Today we saw the ICO issue a notice of its intention to fine British Airways £183.39m for infringements of the GDPR – a record fine and the largest seen in the UK and the EU. The proposed fine relates to a cyber incident which BA notified to the ICO (as BA’s lead data protection authority, DPA) in September 2018. The incident involved the theft from the BA website and mobile app of personal data relating to customers over a two-week period. In terms of next steps, BA now has an opportunity to make representations to the ICO as to the proposed findings and sanction.
The 25th of May, 2019 marked a year since the EU General Data Protection Regulation (“GDPR”) came into force. For most in privacy, involvement with the GDPR has been ongoing for well over this year, but on the first anniversary of the GDPR we take an opportunity to look back and reflect on where we are now in relation to some key areas of interest including enforcement action, privacy litigation, breach notification and developing guidance from the European Data Protection Board (“EDPB”).
Recently, the Dutch Supervisory Authority (the “Autoriteit Persoonsgegevens” or “Dutch SA”) has taken the position that the use of so-called “cookie walls,” whereby website access is made conditional upon the provision of consent to tracking cookies, is not compliant with the EU General Data Protection Regulation (“GDPR”).
On 29 March 2019, the Belgian House of Representatives appointed a new Data Protection Commissioner and four directors to the executive committee of the Belgian Data Protection Authority (‘DPA’).
These are the first appointments to be made to the DPA since it replaced the previous Belgian Privacy Commission in anticipation of the EU GDPR. This is therefore the first time that executive roles have been officially filled in the context of the regulator’s expanded competence – including the DPA’s new power to impose administrative fines of up to €20,000,000 EUR or 4 percent of an undertaking’s worldwide annual revenues for certain infringements of the EU GDPR.
On December 17, 2018, European Commission Decision (EU) 2018/1996 (the ‘Decision’) was published in the Official Journal of the European Union. The Decision lays down rules designed to reconcile the rights of individuals respecting their personal data, with the need for effective trade defence and trade policy investigations in the EU. (more…)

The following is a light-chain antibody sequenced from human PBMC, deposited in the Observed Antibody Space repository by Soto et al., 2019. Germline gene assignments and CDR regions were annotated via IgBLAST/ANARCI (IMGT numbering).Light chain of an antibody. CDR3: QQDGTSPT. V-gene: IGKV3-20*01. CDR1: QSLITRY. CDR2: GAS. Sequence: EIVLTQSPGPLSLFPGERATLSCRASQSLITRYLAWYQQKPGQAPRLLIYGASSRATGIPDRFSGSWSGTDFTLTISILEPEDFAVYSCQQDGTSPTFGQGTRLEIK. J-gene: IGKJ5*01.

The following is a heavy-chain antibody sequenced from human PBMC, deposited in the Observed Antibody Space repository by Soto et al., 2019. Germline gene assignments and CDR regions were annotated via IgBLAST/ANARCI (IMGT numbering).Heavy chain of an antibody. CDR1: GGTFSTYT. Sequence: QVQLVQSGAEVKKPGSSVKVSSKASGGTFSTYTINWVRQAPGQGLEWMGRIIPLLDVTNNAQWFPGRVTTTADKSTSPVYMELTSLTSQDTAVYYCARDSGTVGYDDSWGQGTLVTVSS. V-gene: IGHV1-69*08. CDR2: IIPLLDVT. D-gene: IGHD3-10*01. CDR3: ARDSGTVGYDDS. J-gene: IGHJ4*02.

On November 23, 2018, the European Data Protection Board (“EDPB”) published draft guidelines seeking to clarify the territorial scope of the GDPR (“Guidelines”). The Guidelines have been eagerly awaited, particularly by controllers and processors outside of the EU looking for confirmation as to whether or not the EU data protection rules apply to them. The Guidelines largely reaffirm prior interpretations of the GDPR’s territorial application under Article (3)(1), and offer essential guidance with respect to the GDPR’s – heavily debated – extraterritorial application under Article (3)(2). The GDPR applies to companies established in the EU as well as companies outside of the EU that are “targeting” individuals in the EU (by offering them products or services) or monitoring their behavior (as far as that behavior takes place in the EU).
The proposed Guidelines are open for public consultation until January 18, 2019. It remains to be seen whether and how any outstanding issues will have been addressed upon conclusion of the consultation. (more…)
On October 3, 2018, the European Parliament passed its long awaited resolution on distributed ledger technologies and blockchains (the “Blockchain Resolution”). The Blockchain Resolution was adopted to protect and empower EU citizens and businesses with respect to the specific issues that arise in relation to the blockchain or “distributed ledger” technology, one of which being the tension with data protection rights and the GDPR in general. (more…)
On September 5, 2018, the new Belgian Data Protection Act implementing the GDPR (the Belgian Act) was published and entered into force. Despite the GDPR being an EU regulation that directly applies to all EU Member States, several provisions of the GDPR explicitly allow, and even require, Member States to enact legislation which implements the law. Member States were expected to have this legislation in place by May 25, 2018, but the majority of Member States (including Belgium) did not meet the deadline. Since December 2017, however, Belgium has had in place a law implementing many of the more procedural provisions of the GDPR, namely the Act on the Establishment of the Supervisory Authority (the SA Act). The SA Act lays down the structure, powers and competence of the new Belgian Supervisory Authority, and also includes rules of procedure applicable to administrative proceedings before the Authority. (more…)
On 21 August 2018, the Dutch Supervisor Authority announced that it had conducted an investigation into the designation of a Data Protection Officer (DPO) under the General Data Protection Regulation (GDPR) by 91 hospitals and 33 healthcare insurers in the Netherlands. Two hospitals had not yet communicated the contact details of their DPO to the Dutch Supervisor Authority, and were given four weeks to designate a DPO. In addition, the Supervisor Authority found that 25% of the hospitals and healthcare insurers whose practices were reviewed did not properly publish their DPO’s contact details on their website. They will also be expected to implement the necessary compliance measures. (more…)